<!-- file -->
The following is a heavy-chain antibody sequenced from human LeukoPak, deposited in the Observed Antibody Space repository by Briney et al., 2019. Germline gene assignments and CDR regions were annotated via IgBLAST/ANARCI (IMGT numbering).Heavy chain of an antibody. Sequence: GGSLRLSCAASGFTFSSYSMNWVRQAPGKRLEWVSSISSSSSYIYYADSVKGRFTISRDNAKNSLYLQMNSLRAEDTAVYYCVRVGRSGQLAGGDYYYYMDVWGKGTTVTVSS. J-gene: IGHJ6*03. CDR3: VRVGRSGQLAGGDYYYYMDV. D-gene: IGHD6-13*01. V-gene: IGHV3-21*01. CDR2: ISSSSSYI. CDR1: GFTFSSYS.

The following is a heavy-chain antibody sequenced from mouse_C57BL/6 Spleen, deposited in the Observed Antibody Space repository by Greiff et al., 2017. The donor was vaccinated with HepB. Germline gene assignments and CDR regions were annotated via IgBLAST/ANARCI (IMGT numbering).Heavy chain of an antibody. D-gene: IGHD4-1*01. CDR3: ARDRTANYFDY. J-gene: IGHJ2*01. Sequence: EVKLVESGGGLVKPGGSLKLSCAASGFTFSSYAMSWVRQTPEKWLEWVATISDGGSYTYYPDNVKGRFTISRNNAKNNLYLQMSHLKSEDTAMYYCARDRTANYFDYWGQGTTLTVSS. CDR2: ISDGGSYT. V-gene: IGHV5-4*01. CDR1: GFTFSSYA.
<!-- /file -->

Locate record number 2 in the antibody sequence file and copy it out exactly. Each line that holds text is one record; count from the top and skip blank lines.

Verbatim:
The following is a heavy-chain antibody sequenced from mouse_C57BL/6 Spleen, deposited in the Observed Antibody Space repository by Greiff et al., 2017. The donor was vaccinated with HepB. Germline gene assignments and CDR regions were annotated via IgBLAST/ANARCI (IMGT numbering).Heavy chain of an antibody. D-gene: IGHD4-1*01. CDR3: ARDRTANYFDY. J-gene: IGHJ2*01. Sequence: EVKLVESGGGLVKPGGSLKLSCAASGFTFSSYAMSWVRQTPEKWLEWVATISDGGSYTYYPDNVKGRFTISRNNAKNNLYLQMSHLKSEDTAMYYCARDRTANYFDYWGQGTTLTVSS. CDR2: ISDGGSYT. V-gene: IGHV5-4*01. CDR1: GFTFSSYA.